Ocean Falls Museum

Giving The World A Glimpse

Into The Heart And Soul

Of A Town So Loved

Where The Waters of The Sky

Meet The Waters of The Sea

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Ocean Falls Museum

There are few places on this earth that have equaled the unique, and large impact, as Ocean Falls has had on so many lives.


In the hundred or so years that Ocean Falls has been around, there are countless lives that have been affected by a place and a people. Some say a modern day ghost town. Yet, there are those who live there, who call it home. Others, have summer residences, that call it home. Still others who have not lived there for many years, that still call it home, at least in their heart.


Then there are those who have visited, and wish they could call it home, and then those who have only heard of Ocean Falls, and have not seen, but have fallen in love with her.

For all those that Love Ocean Falls, this museum is offering to display a photo history of each family that lived, or lives there.


Also if you have had occasion to pass through, such as a Company Official, Ships Captain or Crew, Pilot of one of the Airlines, Family visitor, Tourist, or what have you, your contribution is welcome as well.


If you would like to be a part of this historic offer please contact us and we will endeavor to digitize all photos in order to display them here, giving credit to each family.


Giving the world a glimpse into the heart and soul of a town so loved.


Historic - Outsiders Point Of View


The United Worker Paper

September 1951 Page 8

A Company Town - Residents Living in Perpetual Twilight
by Austin F. Cross

Ocean Falls, BC is a pulp and paper town clinging to the steep mountains, where the sun in some places doesn't rise till near noon, where there are no motor cars and the people live on a slant like mountain goats. Except for the Mounted Police, a few fishermen, a stray Indian, and a few straggling itinerants the whole place is run by Pacific Mills. President of the whole works is that old Ottawa boy Paul Emerson Cooper.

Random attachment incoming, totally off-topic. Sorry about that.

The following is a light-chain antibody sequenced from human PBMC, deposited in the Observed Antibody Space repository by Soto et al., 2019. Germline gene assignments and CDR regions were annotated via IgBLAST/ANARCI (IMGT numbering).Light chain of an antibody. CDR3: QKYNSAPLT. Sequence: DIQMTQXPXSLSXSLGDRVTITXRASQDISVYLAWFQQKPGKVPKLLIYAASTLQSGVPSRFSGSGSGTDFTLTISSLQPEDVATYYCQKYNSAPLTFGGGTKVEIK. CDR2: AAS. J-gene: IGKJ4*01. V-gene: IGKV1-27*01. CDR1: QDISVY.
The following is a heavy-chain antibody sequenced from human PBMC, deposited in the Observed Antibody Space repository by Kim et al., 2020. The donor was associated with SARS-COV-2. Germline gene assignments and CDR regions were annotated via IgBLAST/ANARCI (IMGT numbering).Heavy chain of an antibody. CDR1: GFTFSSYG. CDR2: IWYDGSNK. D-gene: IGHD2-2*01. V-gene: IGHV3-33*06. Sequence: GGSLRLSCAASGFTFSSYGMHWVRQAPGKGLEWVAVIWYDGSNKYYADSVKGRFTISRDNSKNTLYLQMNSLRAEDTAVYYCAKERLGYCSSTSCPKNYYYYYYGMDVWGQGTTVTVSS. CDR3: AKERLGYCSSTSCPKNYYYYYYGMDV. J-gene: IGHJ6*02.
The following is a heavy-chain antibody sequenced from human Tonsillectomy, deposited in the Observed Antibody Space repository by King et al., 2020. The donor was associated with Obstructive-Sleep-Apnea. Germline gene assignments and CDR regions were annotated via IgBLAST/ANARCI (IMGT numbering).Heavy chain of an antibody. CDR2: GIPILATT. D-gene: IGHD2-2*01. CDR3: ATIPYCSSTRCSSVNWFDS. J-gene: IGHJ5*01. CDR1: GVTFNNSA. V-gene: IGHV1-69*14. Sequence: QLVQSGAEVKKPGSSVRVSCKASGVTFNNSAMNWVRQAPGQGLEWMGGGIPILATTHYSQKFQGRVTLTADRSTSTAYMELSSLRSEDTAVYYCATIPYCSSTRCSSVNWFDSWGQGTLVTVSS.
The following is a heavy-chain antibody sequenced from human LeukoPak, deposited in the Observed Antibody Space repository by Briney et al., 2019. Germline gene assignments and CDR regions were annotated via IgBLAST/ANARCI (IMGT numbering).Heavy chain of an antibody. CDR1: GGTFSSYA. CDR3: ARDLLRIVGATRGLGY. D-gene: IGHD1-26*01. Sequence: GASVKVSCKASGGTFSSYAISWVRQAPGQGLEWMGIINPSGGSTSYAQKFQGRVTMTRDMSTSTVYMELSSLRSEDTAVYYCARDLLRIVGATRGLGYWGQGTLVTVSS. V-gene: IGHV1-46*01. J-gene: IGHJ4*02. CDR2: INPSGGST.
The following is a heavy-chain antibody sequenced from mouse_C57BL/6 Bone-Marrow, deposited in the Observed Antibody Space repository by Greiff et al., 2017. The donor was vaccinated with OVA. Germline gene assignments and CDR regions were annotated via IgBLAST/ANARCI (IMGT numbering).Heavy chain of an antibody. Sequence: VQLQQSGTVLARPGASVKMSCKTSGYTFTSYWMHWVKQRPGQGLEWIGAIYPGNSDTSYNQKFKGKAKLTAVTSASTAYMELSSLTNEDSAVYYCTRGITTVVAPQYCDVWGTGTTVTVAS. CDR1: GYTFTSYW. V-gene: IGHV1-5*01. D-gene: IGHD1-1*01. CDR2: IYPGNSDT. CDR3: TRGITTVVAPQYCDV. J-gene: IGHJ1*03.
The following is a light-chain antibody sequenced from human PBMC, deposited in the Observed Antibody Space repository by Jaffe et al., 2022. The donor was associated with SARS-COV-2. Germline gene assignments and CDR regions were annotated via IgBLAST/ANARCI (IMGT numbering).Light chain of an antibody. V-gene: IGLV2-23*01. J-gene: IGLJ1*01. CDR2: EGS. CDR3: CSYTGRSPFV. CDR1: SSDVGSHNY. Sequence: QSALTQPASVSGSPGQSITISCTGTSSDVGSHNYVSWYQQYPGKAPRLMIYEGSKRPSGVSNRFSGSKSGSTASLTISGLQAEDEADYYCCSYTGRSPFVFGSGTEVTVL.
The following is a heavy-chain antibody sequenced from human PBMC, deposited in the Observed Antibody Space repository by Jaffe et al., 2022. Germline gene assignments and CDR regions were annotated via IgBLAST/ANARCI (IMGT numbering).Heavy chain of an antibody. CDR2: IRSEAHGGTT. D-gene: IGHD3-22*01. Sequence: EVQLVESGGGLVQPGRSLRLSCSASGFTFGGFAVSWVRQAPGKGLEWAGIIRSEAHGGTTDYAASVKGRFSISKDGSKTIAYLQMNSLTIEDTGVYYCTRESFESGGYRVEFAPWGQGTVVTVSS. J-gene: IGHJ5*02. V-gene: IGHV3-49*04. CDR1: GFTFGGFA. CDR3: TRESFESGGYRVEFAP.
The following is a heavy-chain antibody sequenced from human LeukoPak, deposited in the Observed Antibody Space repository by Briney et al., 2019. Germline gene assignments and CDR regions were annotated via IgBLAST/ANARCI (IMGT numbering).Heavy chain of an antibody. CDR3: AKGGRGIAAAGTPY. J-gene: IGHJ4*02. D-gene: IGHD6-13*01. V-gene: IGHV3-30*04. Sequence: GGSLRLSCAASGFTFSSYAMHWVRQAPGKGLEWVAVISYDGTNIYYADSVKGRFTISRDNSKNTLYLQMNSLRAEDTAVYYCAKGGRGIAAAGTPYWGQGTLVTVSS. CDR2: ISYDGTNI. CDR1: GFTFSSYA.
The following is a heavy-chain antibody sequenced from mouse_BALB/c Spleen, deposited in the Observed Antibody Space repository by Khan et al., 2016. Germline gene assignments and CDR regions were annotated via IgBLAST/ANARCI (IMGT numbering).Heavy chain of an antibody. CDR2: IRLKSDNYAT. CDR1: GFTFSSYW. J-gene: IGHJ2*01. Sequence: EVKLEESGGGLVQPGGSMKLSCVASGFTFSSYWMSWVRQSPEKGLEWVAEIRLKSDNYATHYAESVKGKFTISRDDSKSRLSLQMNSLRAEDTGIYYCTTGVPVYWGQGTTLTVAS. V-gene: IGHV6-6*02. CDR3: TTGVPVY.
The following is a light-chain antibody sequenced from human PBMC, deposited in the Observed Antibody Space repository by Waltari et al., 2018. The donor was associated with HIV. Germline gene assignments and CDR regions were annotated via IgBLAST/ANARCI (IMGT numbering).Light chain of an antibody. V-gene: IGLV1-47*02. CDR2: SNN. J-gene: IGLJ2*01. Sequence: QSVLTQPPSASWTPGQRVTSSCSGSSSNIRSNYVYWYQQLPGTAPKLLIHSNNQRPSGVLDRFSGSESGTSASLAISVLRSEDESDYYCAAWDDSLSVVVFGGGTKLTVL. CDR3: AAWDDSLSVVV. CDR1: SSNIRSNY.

Here they have tennis courts hanging from cliffs. Here your life is going up steps or down steps, when you are not walking their narrow planked car-less roads. The baseball diamond is away up in the valley and to get there you are likely to pant all the way unless you are a young man.

This is a town that lives in a sort of twilight outdoors and has nighttime at noonday indoors. The tall, steep banks of this magnificent and at times gloomy fiord do not darken the town on their own account, but gather low-hung clouds that throw a pall over mountain and town alike.

Indoors, every place I visited today from the CIBC to the mill offices were burning the lights. The people were seemingly hardly aware that normally, people do not work under electric by day,

Here thousands of people live well, very well indeed. Except truly they are all dressed up with no place to go. They dress splendidly, for there is no such thing as a poor man here. There are no roads out of here. But when the taxi was running to the Farm Road one mile and seven eights then there was a steady stream of kids who saved their money and took taxi ride for the round trip.

There is no railway. Even planes can not get in here, and you either charter a private machine, of small proportions, with no toilet facilities and slow speed, which you step into along the water front or else you get on the steamer, go north overnight, then fly from Prince Rupert.

But one thing they do excel in is swimming. The company has built a fine swimming pool and because of that Ocean Falls has produced more championship swimmers, more Empire games natators, more potential Olympic contestants than any other city in Canada per capita. Indeed, you probably could pick all your 1952 swimmers to go to Helsinki for the Olympics from Ocean Falls and do all right.

I am sitting facing a fog swathed fjord watching the rain come down as it inevitably does more than 200 days a year. I am looking out from the fifth floor of the super modern Martin Inn. Here workers can room for as little as $21 a month, that normally would cost $4.00 per day. The cafeteria and coffee shop work almost round the clock to accommodate the three shift a day, seven day a week workers.

Ocean Falls is a city of beautiful homes, magnificent public buildings and empty jail cells.

-- Ottawa Journal


Retrieved from Archive microfiche, by David Leverton



Ocean Falls Museum Is Looking For

Family Photos And Movies

To display Here on this site.

Each Contribution Will Be Displayed On A Page Named For That Family.


Please Don't Delay Contact Us Today


This Site Built And Maintained By:

Bradley SaintJohn

1st Grandson of Millie and John Fair Owners of C&F Radio Ocean Falls BC